carpet, paint. Rent is $1250 +
utilities and one month deposit. Available NOW! Call Yvette
(360) 739-2976 for more information.
Large Shop for Rent
40X40, 3-phase electrical, loading dockGreat
Location off Hemmi Road! The
shop is heated & bathroom
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12 foot bay door, 3-phase
electrical and loading dock.
Rent is $1,000 plus utilities,
and one month deposit available Feb. 1st. Call Yvette for
more information (360) 7392976.
3,900 sq. ft. house One
room available 6 bedrooms 4 baths 2 kitchens
email: [email protected]
Large 1600+ sq ft luxury
4 bedroom 2 bath 2 car
garage with hot tubRent Reduced!!! Available Now!!! One
month deposit!!! email: anon-
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When replying to
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Lovely South HIll Home
with Bay View for RentFor lease is a grand home with
marvelous views on quiet
South Hill. Great touches
like an oval-shaped bath
with skylight, brass railings
on the stair, custom double
sink bathroom with separate women’s vanity, marble
fireplace and nicely styled
bedrooms with wainscoating,
custom paint, etc. Currently
set up with three bedrooms
as the den is partitioned off
from the living room. Full
bath upstairs and 1/2 bath
downstairs. Elaborate retaining wall in back with garden
beds built in...leads up to an
ocean view plot that would
make a lovely spot to hold a
barbeque. A special place to
live...prefer a one year lease.
email: [email protected]
Upscale Duplex with 3
BR, 2BA per Unit. email:
[email protected]
2 bd, 1 1/2 bath 912 sq.
ft. Apartment Apex Property Management Benjamin
Court Apartments (3 years
old) - 2 Bedrooms/1 1/2 bath/
large spacious kitchen/large
living & dining room/W&D,
Dishwasher, and W/S/G paid,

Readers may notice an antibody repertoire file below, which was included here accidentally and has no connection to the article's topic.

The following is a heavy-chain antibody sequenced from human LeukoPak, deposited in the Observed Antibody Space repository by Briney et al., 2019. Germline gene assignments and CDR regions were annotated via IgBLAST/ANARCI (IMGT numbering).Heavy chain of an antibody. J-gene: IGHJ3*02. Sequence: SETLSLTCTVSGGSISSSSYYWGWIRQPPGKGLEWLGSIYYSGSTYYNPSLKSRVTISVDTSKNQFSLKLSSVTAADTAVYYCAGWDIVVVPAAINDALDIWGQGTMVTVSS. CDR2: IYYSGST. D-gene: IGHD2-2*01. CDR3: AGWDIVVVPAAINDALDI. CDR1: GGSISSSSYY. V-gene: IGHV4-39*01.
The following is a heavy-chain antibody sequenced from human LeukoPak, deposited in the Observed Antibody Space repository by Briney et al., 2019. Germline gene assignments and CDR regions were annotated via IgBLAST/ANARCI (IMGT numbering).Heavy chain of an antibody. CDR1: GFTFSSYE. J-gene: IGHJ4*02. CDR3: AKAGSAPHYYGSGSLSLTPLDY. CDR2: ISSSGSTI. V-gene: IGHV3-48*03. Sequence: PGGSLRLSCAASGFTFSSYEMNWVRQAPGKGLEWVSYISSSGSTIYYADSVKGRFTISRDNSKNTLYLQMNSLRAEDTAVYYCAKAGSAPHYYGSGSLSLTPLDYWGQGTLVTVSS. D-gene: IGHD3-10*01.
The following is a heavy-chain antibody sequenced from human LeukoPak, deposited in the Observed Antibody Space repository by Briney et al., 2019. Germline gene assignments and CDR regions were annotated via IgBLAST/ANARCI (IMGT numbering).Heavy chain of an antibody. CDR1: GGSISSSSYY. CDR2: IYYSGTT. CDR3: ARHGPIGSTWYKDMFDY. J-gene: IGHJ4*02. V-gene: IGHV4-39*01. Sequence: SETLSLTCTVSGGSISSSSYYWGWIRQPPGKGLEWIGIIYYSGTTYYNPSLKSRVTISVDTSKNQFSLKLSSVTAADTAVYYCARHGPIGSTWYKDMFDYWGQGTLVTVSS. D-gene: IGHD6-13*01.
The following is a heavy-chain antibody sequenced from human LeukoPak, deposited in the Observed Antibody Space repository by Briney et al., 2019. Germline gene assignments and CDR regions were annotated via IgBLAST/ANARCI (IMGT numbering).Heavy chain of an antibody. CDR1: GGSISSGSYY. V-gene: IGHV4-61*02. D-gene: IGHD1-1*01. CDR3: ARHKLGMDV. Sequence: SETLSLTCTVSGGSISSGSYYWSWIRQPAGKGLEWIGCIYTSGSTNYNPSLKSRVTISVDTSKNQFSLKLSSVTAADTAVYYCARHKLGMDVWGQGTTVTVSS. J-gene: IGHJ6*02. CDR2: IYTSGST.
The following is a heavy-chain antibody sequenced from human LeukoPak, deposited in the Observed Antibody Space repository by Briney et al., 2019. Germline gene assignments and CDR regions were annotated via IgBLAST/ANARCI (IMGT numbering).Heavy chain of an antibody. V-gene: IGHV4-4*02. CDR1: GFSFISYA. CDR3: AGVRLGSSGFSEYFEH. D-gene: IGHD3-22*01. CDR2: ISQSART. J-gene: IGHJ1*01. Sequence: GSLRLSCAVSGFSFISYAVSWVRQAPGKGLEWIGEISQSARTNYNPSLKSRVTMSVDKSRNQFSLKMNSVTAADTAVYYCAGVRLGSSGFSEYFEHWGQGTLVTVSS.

nice deck w/outdoor storage.
- 2nd floor corner unit, little
bigger & more windows it’s
really nice! - Deposit negotiable (or $325) - Take over
lease till May 31st 2007 - and
can renew it for no fee at all.
(Money back when lease ends
as well!) - Near Bellis Fair
Mall, Cordata shopping center, many restaurants, Cost
Cutter, Fred Meyer, Costco,
WCC, etc. (all of these are
literally within a walk from
here) - One parking space
per unit, and on street parking - $30 app. fee - Looking to
move out when approved or
when you can. Very flexible.
- Call Brady(253.861.6344) or
Sara (253.318.3657)
2 Bedroom house for
rent. wsg included Cute
2 bedroom house next to bus
route. Has W/D and WSG
included. Nice yard and a
tool shed. Comes with riding
lawnmower. 6 month lease.
Available Feb. 1st. Call Emel
at 734-0691.
3br - 3 BD/ 1.75BA Sudden Valley Home3 BD/
1.75BA Sudden Valley Home,
Pergo Floors, Lanscaped back
yard, Dishwasher, Washer
and Dryer,1 Car Garage, Storage Shed, Quiet Neighborhood, No Dogs, N/S, $1,150,
Call 206-852-3642.
Rentals: Birch
Sealinks-3200 sq. ft of
custom home-Highest
on Hill2001 custom built
Cascadia Weekly #2.4 | 01.24.07
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eds 23-26
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home overlooking golf course
and water. 180 degree views
from Mt. Baker to Birch Bay.
Enjoy this beautiful home on a
monthly or longer term lease.
Pets welcome email: [email protected]
Sealinks 2004 Rambler3
bedroom/2 bath Allmar rambler in Sealinks. Like new.